Ron Hardy

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Ron Hardy
Photograph of Ron Hardy (1958 – 1992).jpg
Background information
Born(1958-05-08)May 8, 1958
DiedMarch 2, 1992(1992-03-02) (aged 33)
Chicago, Illinois, U.S.
GenresHouse, disco, soul, funk
Occupation(s)DJ, music producer

Ron Hardy (May 8, 1958 – March 2, 1992) was an American, Chicago, Illinois-based DJ and record producer of early house music. He is well known for playing records at the Music Box, a Chicago house music club. Decades after his death, he is recognized for his innovative edits and mixes of disco, soul music, funk and early house music.

Early career[edit]

Hardy started his career in 1974 in Chicago's gay club Den One.[1] Here, with a set-up of two turntables, a mixer and a reel-to-reel tape-deck, he played long nights of underground black dance music. Around 1977, he went to work in Los Angeles.[2] At the end of 1982, when DJ Frankie Knuckles left the Warehouse to open the Power Plant, Ron Hardy DJed at the Warehouse's new location until Robert Williams renamed it "The Music Box."[2] Producer Chip E. introduced Hardy to recording music in 1986 when the two mixed "Donnie" by The It (featuring Chip E., Larry Heard, Robert Owens, and Harri Dennis). From humble beginnings, Hardy's contributions to house music are considered influential.[3]

Mixing style[edit]

While Frankie Knuckles at the Warehouse (and later the Power Plant) had a smooth style of playing, Hardy had less regard for sound quality and would play with a manic energy, mixing everything from classic Philadelphia disco classics, Italo disco imports to new wave, disco and rock tracks. Hardy also pitched records up way more than Knuckles (pitch being the difference between normal speed and the speed at which the record is currently playing. Usually expressed as + or -, with 8 being maximum/minimum). Techno artist Derrick May remembers hearing Hardy playing a Stevie Wonder cut with the speed at +8.[citation needed]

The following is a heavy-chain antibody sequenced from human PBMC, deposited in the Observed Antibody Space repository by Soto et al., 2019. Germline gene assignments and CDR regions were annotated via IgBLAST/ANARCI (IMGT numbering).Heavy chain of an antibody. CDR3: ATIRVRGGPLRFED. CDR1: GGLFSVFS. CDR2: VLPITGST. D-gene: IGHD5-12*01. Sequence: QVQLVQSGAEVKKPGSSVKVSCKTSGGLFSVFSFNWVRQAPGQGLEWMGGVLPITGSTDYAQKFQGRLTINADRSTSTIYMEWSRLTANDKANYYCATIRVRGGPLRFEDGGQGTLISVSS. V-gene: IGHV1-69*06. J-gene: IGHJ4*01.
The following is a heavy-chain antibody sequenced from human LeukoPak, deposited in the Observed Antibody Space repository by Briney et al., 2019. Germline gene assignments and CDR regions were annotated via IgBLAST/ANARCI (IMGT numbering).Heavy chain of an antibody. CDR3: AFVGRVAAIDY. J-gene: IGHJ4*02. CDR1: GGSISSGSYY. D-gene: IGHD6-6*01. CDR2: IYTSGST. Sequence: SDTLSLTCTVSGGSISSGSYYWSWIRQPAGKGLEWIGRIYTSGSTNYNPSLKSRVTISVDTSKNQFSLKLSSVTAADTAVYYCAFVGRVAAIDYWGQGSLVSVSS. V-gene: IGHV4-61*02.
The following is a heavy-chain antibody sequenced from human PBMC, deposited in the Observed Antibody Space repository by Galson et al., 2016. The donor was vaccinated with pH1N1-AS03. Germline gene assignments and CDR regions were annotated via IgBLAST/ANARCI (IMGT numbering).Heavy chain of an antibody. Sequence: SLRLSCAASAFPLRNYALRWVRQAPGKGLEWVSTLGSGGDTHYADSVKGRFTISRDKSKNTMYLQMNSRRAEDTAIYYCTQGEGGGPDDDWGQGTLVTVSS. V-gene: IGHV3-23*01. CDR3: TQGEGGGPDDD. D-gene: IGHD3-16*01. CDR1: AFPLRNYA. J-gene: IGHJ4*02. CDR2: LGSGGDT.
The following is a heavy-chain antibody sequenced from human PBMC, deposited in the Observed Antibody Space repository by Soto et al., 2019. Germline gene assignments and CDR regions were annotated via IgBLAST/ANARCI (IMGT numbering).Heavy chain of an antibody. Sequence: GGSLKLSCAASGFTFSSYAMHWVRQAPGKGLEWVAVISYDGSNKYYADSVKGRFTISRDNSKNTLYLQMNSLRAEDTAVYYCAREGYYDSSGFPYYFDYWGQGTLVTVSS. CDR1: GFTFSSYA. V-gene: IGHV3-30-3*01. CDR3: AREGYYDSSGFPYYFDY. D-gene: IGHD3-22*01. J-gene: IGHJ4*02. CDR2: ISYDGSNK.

Hardy's style incorporated constant tension met with release, with a pulsing narrative that enchanted the wild crowds of the Music Box. In contrast to Frankie Knuckles, Hardy's mark on house music was endless energy and using a variety of techniques to keep the audience on their toes. Most notably, when Hardy was playing at the Music Box, it was guaranteed to be loud, as evidenced by first-hand recollections of what a night there felt like: "The Music Box was so loud that anywhere in the club, the bass would physically move you-not just on the dancefloor, but anywhere in the club!"[4] All of these factors, including Hardy's own emotional investment in the music, created an intense atmosphere on the dance floor.


Hardy played a lot of reel-to-reel edits and was always tweaking the soundsystem and playing with the EQ. A Ron Hardy trademark was playing a track backwards. Theo Parrish and several others have said that he did this by turning the needle upside down and putting the record on a cylinder so the needle played the underside of the record, although Stacey Collins says that he did this by using a reel-to-reel.[citation needed] Hardy's residence-club The Music Box was also known for its loud sound.[citation needed]

Favorite song selections in early 1980s[edit]

Hardy opened his nights with "Welcome to the Pleasuredome" by Frankie Goes to Hollywood. Among the classic disco that was a staple in Chicago clubs at the time, typical tracks one could also hear him play were Visage - "Frequency 7", Klein & MBO - "Dirty Talk", ESG - "Moody", Patrick Adams - "Big Phreek", Liquid Liquid - "Optimo", First Choice - "Let No Man Put Asunder", "Ain't No Mountain High Enough", Eurythmics - "Sweet Dreams" and Talk Talk - "It's My Life". Hardy also played electronic body music acts like Nitzer Ebb.[citation needed]